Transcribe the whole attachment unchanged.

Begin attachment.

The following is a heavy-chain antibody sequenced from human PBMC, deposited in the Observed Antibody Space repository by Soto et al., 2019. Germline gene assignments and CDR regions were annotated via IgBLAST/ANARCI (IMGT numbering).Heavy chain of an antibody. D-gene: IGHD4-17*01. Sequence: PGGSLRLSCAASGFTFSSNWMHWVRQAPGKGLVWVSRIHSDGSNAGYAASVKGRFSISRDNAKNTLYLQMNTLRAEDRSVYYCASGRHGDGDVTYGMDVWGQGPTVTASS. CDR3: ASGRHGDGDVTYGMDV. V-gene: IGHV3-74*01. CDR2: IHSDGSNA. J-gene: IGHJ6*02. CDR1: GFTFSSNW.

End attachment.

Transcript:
The following is a heavy-chain antibody sequenced from human PBMC, deposited in the Observed Antibody Space repository by Soto et al., 2019. Germline gene assignments and CDR regions were annotated via IgBLAST/ANARCI (IMGT numbering).Heavy chain of an antibody. D-gene: IGHD4-17*01. Sequence: PGGSLRLSCAASGFTFSSNWMHWVRQAPGKGLVWVSRIHSDGSNAGYAASVKGRFSISRDNAKNTLYLQMNTLRAEDRSVYYCASGRHGDGDVTYGMDVWGQGPTVTASS. CDR3: ASGRHGDGDVTYGMDV. V-gene: IGHV3-74*01. CDR2: IHSDGSNA. J-gene: IGHJ6*02. CDR1: GFTFSSNW.